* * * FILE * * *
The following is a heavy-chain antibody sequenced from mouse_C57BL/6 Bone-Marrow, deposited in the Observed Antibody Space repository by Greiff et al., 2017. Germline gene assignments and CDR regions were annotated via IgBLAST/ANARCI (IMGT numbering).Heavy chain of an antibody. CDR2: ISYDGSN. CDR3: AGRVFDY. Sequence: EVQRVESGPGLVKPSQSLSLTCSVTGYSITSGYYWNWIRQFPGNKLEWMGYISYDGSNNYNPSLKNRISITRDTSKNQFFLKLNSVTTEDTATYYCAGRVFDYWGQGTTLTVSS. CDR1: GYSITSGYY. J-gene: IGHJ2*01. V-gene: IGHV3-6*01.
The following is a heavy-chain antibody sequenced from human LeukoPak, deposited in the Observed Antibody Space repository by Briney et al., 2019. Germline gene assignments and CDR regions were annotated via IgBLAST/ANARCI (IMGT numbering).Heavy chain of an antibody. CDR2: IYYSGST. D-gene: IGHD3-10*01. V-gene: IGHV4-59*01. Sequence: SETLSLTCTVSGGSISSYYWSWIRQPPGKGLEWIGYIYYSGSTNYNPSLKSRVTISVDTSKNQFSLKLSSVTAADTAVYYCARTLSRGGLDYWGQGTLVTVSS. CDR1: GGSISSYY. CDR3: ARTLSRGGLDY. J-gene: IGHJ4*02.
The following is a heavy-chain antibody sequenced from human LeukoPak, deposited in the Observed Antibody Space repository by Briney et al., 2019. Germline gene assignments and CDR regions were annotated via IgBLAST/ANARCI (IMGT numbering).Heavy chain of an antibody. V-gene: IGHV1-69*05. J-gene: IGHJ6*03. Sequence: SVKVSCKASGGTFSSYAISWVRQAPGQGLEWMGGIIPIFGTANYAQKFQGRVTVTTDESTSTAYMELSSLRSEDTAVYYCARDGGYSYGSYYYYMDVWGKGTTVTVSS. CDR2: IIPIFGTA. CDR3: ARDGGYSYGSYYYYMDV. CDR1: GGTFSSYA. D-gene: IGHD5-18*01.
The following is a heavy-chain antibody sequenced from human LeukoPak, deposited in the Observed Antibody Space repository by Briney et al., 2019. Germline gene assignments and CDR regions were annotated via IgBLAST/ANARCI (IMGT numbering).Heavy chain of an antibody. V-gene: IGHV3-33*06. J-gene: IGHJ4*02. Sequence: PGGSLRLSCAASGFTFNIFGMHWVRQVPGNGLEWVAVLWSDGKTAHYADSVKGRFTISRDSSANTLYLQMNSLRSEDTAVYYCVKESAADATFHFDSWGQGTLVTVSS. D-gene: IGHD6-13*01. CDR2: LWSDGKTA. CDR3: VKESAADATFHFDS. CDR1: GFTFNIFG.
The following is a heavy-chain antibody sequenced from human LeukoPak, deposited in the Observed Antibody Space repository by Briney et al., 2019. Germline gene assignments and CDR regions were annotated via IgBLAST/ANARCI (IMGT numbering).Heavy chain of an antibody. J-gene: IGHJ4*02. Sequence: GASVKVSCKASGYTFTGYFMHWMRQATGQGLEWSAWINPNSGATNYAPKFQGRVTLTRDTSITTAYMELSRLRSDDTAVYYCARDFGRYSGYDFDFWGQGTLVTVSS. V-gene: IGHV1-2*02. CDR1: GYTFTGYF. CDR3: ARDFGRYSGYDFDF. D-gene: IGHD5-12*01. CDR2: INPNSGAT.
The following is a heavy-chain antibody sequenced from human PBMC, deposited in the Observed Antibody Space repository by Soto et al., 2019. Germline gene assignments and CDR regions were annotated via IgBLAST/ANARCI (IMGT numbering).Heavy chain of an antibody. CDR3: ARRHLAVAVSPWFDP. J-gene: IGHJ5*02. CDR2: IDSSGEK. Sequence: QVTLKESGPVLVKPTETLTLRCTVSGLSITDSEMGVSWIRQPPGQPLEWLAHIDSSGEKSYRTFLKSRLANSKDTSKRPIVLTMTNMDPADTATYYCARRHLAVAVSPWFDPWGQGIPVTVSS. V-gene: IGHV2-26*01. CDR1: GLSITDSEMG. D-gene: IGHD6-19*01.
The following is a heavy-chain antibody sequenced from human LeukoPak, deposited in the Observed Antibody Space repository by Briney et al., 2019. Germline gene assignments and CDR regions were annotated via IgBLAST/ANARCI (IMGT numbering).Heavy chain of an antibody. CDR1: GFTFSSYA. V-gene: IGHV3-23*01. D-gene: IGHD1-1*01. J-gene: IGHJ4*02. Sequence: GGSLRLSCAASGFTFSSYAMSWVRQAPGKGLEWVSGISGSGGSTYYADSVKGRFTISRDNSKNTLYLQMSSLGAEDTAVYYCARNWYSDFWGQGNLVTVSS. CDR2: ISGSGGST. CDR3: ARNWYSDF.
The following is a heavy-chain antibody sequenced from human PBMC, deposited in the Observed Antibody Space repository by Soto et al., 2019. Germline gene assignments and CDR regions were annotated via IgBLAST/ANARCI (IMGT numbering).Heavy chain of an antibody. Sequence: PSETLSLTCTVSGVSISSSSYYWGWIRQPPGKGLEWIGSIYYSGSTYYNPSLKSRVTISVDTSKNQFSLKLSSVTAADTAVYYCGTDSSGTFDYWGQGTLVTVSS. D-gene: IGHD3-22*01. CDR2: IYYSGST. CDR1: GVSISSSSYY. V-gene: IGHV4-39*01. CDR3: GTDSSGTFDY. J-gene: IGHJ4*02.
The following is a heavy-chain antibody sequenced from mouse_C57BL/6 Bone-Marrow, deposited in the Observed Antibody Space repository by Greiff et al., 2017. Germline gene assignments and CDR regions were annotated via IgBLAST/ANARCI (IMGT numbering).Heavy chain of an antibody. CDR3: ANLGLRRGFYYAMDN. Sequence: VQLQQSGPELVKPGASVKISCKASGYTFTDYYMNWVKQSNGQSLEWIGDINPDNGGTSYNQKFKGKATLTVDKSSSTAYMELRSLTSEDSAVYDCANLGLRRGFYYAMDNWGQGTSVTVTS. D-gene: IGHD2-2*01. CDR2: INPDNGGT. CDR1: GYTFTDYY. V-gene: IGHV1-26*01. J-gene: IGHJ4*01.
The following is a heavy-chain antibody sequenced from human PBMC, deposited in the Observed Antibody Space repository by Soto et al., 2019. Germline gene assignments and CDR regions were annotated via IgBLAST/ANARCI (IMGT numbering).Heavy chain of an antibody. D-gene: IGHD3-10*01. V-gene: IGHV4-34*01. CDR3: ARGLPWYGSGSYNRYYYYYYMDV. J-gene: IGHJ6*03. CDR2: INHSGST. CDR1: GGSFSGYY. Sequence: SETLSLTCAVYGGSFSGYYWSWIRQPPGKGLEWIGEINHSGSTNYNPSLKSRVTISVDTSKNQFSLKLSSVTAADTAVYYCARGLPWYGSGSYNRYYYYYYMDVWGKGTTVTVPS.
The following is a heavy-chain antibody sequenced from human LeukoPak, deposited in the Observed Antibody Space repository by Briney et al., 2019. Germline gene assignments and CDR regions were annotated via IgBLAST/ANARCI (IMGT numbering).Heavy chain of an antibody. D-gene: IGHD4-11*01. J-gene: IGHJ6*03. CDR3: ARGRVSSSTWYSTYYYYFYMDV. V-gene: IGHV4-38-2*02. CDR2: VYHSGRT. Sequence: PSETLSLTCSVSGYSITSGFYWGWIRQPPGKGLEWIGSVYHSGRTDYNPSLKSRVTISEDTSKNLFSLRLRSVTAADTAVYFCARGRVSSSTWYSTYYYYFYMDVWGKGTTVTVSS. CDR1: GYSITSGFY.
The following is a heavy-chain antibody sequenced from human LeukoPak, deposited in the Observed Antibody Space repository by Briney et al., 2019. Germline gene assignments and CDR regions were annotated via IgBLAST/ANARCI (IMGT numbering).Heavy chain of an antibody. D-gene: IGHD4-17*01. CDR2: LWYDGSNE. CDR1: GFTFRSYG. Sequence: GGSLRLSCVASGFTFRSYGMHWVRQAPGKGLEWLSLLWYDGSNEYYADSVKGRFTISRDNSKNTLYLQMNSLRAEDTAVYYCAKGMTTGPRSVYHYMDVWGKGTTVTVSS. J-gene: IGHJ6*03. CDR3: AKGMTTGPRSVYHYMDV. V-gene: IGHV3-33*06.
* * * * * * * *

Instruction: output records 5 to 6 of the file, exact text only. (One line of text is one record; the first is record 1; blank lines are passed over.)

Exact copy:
The following is a heavy-chain antibody sequenced from human LeukoPak, deposited in the Observed Antibody Space repository by Briney et al., 2019. Germline gene assignments and CDR regions were annotated via IgBLAST/ANARCI (IMGT numbering).Heavy chain of an antibody. J-gene: IGHJ4*02. Sequence: GASVKVSCKASGYTFTGYFMHWMRQATGQGLEWSAWINPNSGATNYAPKFQGRVTLTRDTSITTAYMELSRLRSDDTAVYYCARDFGRYSGYDFDFWGQGTLVTVSS. V-gene: IGHV1-2*02. CDR1: GYTFTGYF. CDR3: ARDFGRYSGYDFDF. D-gene: IGHD5-12*01. CDR2: INPNSGAT.
The following is a heavy-chain antibody sequenced from human PBMC, deposited in the Observed Antibody Space repository by Soto et al., 2019. Germline gene assignments and CDR regions were annotated via IgBLAST/ANARCI (IMGT numbering).Heavy chain of an antibody. CDR3: ARRHLAVAVSPWFDP. J-gene: IGHJ5*02. CDR2: IDSSGEK. Sequence: QVTLKESGPVLVKPTETLTLRCTVSGLSITDSEMGVSWIRQPPGQPLEWLAHIDSSGEKSYRTFLKSRLANSKDTSKRPIVLTMTNMDPADTATYYCARRHLAVAVSPWFDPWGQGIPVTVSS. V-gene: IGHV2-26*01. CDR1: GLSITDSEMG. D-gene: IGHD6-19*01.